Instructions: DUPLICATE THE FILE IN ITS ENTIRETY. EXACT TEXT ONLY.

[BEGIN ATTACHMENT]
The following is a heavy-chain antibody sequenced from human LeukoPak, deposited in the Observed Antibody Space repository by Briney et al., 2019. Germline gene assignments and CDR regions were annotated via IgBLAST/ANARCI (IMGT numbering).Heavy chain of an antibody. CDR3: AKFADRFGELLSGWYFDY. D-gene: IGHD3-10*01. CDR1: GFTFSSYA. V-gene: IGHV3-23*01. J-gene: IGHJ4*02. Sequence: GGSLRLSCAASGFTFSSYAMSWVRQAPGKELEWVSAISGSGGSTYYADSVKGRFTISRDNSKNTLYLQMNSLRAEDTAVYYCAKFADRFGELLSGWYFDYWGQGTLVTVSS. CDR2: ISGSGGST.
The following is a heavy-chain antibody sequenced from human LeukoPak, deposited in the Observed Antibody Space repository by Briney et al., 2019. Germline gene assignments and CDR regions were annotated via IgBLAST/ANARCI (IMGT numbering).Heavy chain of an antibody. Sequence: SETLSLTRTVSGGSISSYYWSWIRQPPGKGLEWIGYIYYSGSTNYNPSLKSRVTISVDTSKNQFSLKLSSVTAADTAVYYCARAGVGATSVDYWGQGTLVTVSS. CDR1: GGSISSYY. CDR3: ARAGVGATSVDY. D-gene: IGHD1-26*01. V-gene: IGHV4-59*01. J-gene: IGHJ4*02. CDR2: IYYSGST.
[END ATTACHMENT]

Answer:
The following is a heavy-chain antibody sequenced from human LeukoPak, deposited in the Observed Antibody Space repository by Briney et al., 2019. Germline gene assignments and CDR regions were annotated via IgBLAST/ANARCI (IMGT numbering).Heavy chain of an antibody. CDR3: AKFADRFGELLSGWYFDY. D-gene: IGHD3-10*01. CDR1: GFTFSSYA. V-gene: IGHV3-23*01. J-gene: IGHJ4*02. Sequence: GGSLRLSCAASGFTFSSYAMSWVRQAPGKELEWVSAISGSGGSTYYADSVKGRFTISRDNSKNTLYLQMNSLRAEDTAVYYCAKFADRFGELLSGWYFDYWGQGTLVTVSS. CDR2: ISGSGGST.
The following is a heavy-chain antibody sequenced from human LeukoPak, deposited in the Observed Antibody Space repository by Briney et al., 2019. Germline gene assignments and CDR regions were annotated via IgBLAST/ANARCI (IMGT numbering).Heavy chain of an antibody. Sequence: SETLSLTRTVSGGSISSYYWSWIRQPPGKGLEWIGYIYYSGSTNYNPSLKSRVTISVDTSKNQFSLKLSSVTAADTAVYYCARAGVGATSVDYWGQGTLVTVSS. CDR1: GGSISSYY. CDR3: ARAGVGATSVDY. D-gene: IGHD1-26*01. V-gene: IGHV4-59*01. J-gene: IGHJ4*02. CDR2: IYYSGST.